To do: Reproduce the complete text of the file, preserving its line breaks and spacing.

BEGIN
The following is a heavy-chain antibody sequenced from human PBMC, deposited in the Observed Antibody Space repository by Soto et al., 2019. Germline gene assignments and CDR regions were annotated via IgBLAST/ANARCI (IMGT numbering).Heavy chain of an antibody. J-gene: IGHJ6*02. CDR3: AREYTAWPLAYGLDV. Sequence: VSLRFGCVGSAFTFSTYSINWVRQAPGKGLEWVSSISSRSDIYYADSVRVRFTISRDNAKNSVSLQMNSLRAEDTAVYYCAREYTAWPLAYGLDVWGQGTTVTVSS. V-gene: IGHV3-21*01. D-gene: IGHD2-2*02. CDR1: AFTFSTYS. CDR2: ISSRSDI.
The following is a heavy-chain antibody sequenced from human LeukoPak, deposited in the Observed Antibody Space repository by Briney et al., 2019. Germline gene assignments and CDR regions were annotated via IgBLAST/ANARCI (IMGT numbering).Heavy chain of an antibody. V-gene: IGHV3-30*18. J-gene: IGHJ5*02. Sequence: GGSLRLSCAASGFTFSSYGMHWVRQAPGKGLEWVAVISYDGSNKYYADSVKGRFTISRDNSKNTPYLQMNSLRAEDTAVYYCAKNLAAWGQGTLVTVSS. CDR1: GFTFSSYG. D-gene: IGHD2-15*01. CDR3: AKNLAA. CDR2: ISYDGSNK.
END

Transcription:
The following is a heavy-chain antibody sequenced from human PBMC, deposited in the Observed Antibody Space repository by Soto et al., 2019. Germline gene assignments and CDR regions were annotated via IgBLAST/ANARCI (IMGT numbering).Heavy chain of an antibody. J-gene: IGHJ6*02. CDR3: AREYTAWPLAYGLDV. Sequence: VSLRFGCVGSAFTFSTYSINWVRQAPGKGLEWVSSISSRSDIYYADSVRVRFTISRDNAKNSVSLQMNSLRAEDTAVYYCAREYTAWPLAYGLDVWGQGTTVTVSS. V-gene: IGHV3-21*01. D-gene: IGHD2-2*02. CDR1: AFTFSTYS. CDR2: ISSRSDI.
The following is a heavy-chain antibody sequenced from human LeukoPak, deposited in the Observed Antibody Space repository by Briney et al., 2019. Germline gene assignments and CDR regions were annotated via IgBLAST/ANARCI (IMGT numbering).Heavy chain of an antibody. V-gene: IGHV3-30*18. J-gene: IGHJ5*02. Sequence: GGSLRLSCAASGFTFSSYGMHWVRQAPGKGLEWVAVISYDGSNKYYADSVKGRFTISRDNSKNTPYLQMNSLRAEDTAVYYCAKNLAAWGQGTLVTVSS. CDR1: GFTFSSYG. D-gene: IGHD2-15*01. CDR3: AKNLAA. CDR2: ISYDGSNK.